On the Rise of Digital Addiction Activism
The First Stirrings of a New Activism
The investment funds run by Jana Partners and the California State Teachers’ Retirement System hold a combined $ 2 billion in Apple stock. This ensured the business community took notice when earlier this week, these investors sent a letter to Apple expressing concern about the impact of the tech giant’s products on young people.
To quote the letter:
“More than 10 years after the iPhone’s release, it is a cliché to point out the ubiquity of Apple’s devices among children and teenagers, as well as the attendant growth in social media use by this group. What is less well known is that there is a growing body of evidence that, for at least some of the most frequent young users, this may be having unintentional negative consequences.”
The investors go on to make several recommendations, including the convening of a committee of experts to study the issue, the introduction of better parental controls, and the funding of more research.
This letter received significant coverage this week so I don’t want to belabor its points or overhype its significance ($ 2 billion doesn’t provide that much leverage against a $ 900 billion Apple market cap).
But I’ve been asked about it quite a bit, so I thought I would share a few initial reactions…
Apple is the wrong target.
The iPhone was not designed to be addictive. Indeed, as part of my research for the book I’m writing on digital minimalism, I spoke with one of the original iPhone team members, who told me that Steve Jobs never envisioned this device to be something that you checked constantly. The original vision for the iPhone was built around two surprisingly quaint goals: (1) it would be a much better mobile phone than anything else on the market; (2) it would prevent the need to carry a separate iPod along with your phone.
The addiction ensnaring children is not some master plan secretly hatched at Apple, but is instead the spawn of attention economy conglomerates like Facebook, who, unlike Apple, directly profit from compulsive use, and leverage the iPhone merely as a convenient platform.
I predict a large shift in how our culture thinks about children and smartphones.
The investor letter to Apple explains: “To be clear, we are not advocating an all or nothing approach [when it comes to children and smartphones].” I think they’re being too cautious. My techno-skeptic spider sense is telling me that we might soon see a shift in our culture where it becomes normal for kids to receive their first smartphone at the age of 18. The algorithmically-enchanced addictiveness delivered through these mobile platforms, like the chemically-enhanced nicotine in tobacco products, increasingly seems too potent for developing minds.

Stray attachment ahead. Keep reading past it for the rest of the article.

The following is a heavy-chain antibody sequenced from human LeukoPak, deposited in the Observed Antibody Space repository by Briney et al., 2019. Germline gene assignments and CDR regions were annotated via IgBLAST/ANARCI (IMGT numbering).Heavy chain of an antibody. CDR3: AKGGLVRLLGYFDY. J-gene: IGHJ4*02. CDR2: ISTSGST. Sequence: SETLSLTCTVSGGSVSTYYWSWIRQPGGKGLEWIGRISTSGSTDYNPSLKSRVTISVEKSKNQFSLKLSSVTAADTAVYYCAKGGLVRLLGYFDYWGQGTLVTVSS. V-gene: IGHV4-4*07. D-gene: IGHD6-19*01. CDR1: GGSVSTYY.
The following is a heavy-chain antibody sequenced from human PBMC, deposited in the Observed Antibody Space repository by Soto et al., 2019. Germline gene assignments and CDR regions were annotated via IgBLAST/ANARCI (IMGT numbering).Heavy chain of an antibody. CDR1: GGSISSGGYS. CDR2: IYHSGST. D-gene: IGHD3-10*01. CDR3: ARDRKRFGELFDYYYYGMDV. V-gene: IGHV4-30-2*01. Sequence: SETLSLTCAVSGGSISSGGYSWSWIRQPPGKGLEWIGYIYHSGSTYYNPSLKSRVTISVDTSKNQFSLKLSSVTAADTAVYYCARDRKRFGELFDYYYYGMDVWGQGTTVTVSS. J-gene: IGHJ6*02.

I hope to see alternatives to the attention economy business model.
At the core of almost everything negative about the smartphone era is the attention economy business model, which depends on getting a massive number of people to use free products for as many minutes as possible. This model, of course, dates back to the beginning of mass media, but the combination of big data and machine learning techniques, along with careful attention engineering, has made many modern apps too good at their objective of hijacking your mind — leaving users feeling exhausted and unnerved at their perceived loss of autonomy.
I think there’s an interesting opportunity here for start-ups to explore alternative business models that reward value more than raw usage (think: paid subscription). This opportunity is especially ripe in the context of social media, where the great Web 2.0 promise of digitally-enabled expression and connection was tragically diluted by the aggressive brain hacking tactics that now define so much of the user experience in this space.
It might be hard to create a publicly traded unicorn with one of these alternative models (due to network effects, a disruptive startup of this type would probably have to focus on smaller, niche communities), but you could still create something quite lucrative for those involved while remaining more ethical (c.f., Matthew Crawford for more on the ethics of attention).